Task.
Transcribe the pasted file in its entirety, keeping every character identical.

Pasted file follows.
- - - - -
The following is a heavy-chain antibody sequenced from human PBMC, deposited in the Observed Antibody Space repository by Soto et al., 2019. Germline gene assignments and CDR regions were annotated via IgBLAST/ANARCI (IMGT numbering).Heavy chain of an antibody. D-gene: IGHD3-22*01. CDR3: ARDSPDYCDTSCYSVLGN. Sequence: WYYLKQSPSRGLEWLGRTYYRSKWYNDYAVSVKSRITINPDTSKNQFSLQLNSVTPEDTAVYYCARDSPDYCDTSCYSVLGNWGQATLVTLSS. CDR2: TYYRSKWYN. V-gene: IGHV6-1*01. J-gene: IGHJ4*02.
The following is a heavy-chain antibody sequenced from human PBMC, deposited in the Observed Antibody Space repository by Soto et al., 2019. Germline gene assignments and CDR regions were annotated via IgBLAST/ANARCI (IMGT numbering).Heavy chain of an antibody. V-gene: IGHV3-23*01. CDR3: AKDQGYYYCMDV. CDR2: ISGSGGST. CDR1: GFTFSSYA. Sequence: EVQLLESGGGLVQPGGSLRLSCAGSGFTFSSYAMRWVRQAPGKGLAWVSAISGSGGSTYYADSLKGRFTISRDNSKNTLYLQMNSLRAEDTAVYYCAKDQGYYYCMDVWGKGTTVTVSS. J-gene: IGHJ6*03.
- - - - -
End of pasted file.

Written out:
The following is a heavy-chain antibody sequenced from human PBMC, deposited in the Observed Antibody Space repository by Soto et al., 2019. Germline gene assignments and CDR regions were annotated via IgBLAST/ANARCI (IMGT numbering).Heavy chain of an antibody. D-gene: IGHD3-22*01. CDR3: ARDSPDYCDTSCYSVLGN. Sequence: WYYLKQSPSRGLEWLGRTYYRSKWYNDYAVSVKSRITINPDTSKNQFSLQLNSVTPEDTAVYYCARDSPDYCDTSCYSVLGNWGQATLVTLSS. CDR2: TYYRSKWYN. V-gene: IGHV6-1*01. J-gene: IGHJ4*02.
The following is a heavy-chain antibody sequenced from human PBMC, deposited in the Observed Antibody Space repository by Soto et al., 2019. Germline gene assignments and CDR regions were annotated via IgBLAST/ANARCI (IMGT numbering).Heavy chain of an antibody. V-gene: IGHV3-23*01. CDR3: AKDQGYYYCMDV. CDR2: ISGSGGST. CDR1: GFTFSSYA. Sequence: EVQLLESGGGLVQPGGSLRLSCAGSGFTFSSYAMRWVRQAPGKGLAWVSAISGSGGSTYYADSLKGRFTISRDNSKNTLYLQMNSLRAEDTAVYYCAKDQGYYYCMDVWGKGTTVTVSS. J-gene: IGHJ6*03.